I have done several posts about the grand stair in the Cross House. In 1929, its expansive opening was reduced in half, and the balustrade repositioned. In 2014, I reopened the closed-over portion of the expansive opening. Then I installed a 2×4 railing. And this is how things have been since. Sigh.
Last week however I began work to take the various bits and pieces of the 1894 stair which had been stored in the house, and to try and see how much I could reconstruct. This image shows some balustrade back in place after 89-years! Also, see the lower portion (left) of a cut-off newel post?
Today, the upper half was reunited with the lower half after 89-years! Squee!!!!!!!!
The newel post had a ghost outline of the original handrail.
And once I got all the various bits reinstalled, the handrail perfectly matched up. Squee!!!!!!!! This was a lovely confirmation the Ross has stellar jigsaw puzzle skills.
I first installed the undamaged spindles (left). Then I began installing the soot-covered spindles (right). Oops. While the same hight overall, the sphere, lower ring, and base were of different heights. Oops. A quick sleuthing revealed that the EAST spindles were originally unique. They don’t match the spindles on the north, west, and south sides of the stair. Who knew? So, I looked at another soot-damaged section of balustrade. Ahhh, THESE spindles matched the east side.
On one handrail portion, I found this on the bottom. Inside the holes are nuts which hold the two sections together. This handrail portion was almost certainly on the west side originally, as the 1894 length would have too long for a contiguous rail. I am fascinated by this discovery, and hope to recreate the detail for the new west handrail. I suspect this is a common detail for long railings.
And MORE done!!!!!!!!
And more!!!!!!!! OMG, I was SO excited!!!!!!!!
Again, the BEFORE.
Squee!!!!!!!! I am short two spindles. These will have to be recreated. Over to the left, the handrail will angle up, as there are three steps adjacent.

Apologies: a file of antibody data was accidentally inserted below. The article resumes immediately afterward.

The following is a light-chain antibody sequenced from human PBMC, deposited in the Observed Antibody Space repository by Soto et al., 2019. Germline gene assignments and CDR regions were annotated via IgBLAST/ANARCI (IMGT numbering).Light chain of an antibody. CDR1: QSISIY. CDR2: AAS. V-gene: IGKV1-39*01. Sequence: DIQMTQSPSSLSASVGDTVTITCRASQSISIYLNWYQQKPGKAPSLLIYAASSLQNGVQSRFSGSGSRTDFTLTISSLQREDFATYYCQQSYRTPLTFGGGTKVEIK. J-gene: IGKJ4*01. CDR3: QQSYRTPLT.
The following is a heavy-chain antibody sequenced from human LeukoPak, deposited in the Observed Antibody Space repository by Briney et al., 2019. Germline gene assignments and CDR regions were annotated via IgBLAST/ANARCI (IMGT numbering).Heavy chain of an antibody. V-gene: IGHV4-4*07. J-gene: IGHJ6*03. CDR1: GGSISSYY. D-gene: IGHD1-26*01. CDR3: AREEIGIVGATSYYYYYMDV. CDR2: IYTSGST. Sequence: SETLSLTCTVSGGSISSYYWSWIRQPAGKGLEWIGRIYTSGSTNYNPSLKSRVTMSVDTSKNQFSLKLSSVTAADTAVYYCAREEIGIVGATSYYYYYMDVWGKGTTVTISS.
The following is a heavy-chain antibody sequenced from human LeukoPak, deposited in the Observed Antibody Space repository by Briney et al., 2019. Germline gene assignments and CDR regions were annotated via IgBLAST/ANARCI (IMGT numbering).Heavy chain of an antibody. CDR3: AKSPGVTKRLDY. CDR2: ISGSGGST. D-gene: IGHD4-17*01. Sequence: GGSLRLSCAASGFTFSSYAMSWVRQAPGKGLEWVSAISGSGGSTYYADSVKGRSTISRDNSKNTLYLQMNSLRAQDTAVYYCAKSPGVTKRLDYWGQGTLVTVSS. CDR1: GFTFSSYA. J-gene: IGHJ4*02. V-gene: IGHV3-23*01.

The reconstructed handrail is, well, laughable. I will have a new length made. It’s 9-feet-long so I should be able to get a contiguous piece. I will also replace the bottom “shoe” as the section to the right is actually scorched.
This is the area over to the left (the north edge of the east balustrade). What you see is original to 1894. The upper section was horizontally cut in 1929. I have some more bits and am hoping I can recreate the lost angled section. I do have the balustrade for this section.
The west side. I have some of the spindles. They are soot-damaged. I plan to have a new length of handrail made for the whole of the west side. Then, under the balustrade is…
…this. And I am missing a long length of this on the west side. I can have this made but, at the moment, have no source for the pressed wood decorative trim. I may have to make a mold of it and recreate it.
Well, today was QUITE the thrill!
I am confident that during the next few months I can have the missing spindles recreated, new handrail milled, and other bits. So, perhaps by spring the fabulous grand stair will look, in 2018, pretty much how it looked in 1894.
My excitement will be…vast.